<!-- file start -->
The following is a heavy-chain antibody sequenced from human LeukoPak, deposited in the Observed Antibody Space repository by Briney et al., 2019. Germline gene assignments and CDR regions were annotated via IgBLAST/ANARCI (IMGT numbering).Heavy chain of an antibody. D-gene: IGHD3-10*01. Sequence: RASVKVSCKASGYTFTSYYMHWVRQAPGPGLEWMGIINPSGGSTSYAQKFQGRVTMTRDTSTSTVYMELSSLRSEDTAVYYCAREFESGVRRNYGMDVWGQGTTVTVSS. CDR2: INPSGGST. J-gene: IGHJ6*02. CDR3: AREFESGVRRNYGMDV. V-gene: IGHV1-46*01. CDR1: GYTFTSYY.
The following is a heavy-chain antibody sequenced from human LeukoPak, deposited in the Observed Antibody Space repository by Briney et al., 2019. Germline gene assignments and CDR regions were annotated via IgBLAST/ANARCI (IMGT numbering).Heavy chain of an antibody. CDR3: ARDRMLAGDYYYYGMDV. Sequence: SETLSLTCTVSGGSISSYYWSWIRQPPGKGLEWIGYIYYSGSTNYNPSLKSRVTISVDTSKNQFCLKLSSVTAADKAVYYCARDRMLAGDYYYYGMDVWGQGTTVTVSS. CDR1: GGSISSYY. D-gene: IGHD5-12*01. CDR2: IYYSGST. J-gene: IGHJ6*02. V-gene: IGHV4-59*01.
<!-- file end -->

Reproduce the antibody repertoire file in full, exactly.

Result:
The following is a heavy-chain antibody sequenced from human LeukoPak, deposited in the Observed Antibody Space repository by Briney et al., 2019. Germline gene assignments and CDR regions were annotated via IgBLAST/ANARCI (IMGT numbering).Heavy chain of an antibody. D-gene: IGHD3-10*01. Sequence: RASVKVSCKASGYTFTSYYMHWVRQAPGPGLEWMGIINPSGGSTSYAQKFQGRVTMTRDTSTSTVYMELSSLRSEDTAVYYCAREFESGVRRNYGMDVWGQGTTVTVSS. CDR2: INPSGGST. J-gene: IGHJ6*02. CDR3: AREFESGVRRNYGMDV. V-gene: IGHV1-46*01. CDR1: GYTFTSYY.
The following is a heavy-chain antibody sequenced from human LeukoPak, deposited in the Observed Antibody Space repository by Briney et al., 2019. Germline gene assignments and CDR regions were annotated via IgBLAST/ANARCI (IMGT numbering).Heavy chain of an antibody. CDR3: ARDRMLAGDYYYYGMDV. Sequence: SETLSLTCTVSGGSISSYYWSWIRQPPGKGLEWIGYIYYSGSTNYNPSLKSRVTISVDTSKNQFCLKLSSVTAADKAVYYCARDRMLAGDYYYYGMDVWGQGTTVTVSS. CDR1: GGSISSYY. D-gene: IGHD5-12*01. CDR2: IYYSGST. J-gene: IGHJ6*02. V-gene: IGHV4-59*01.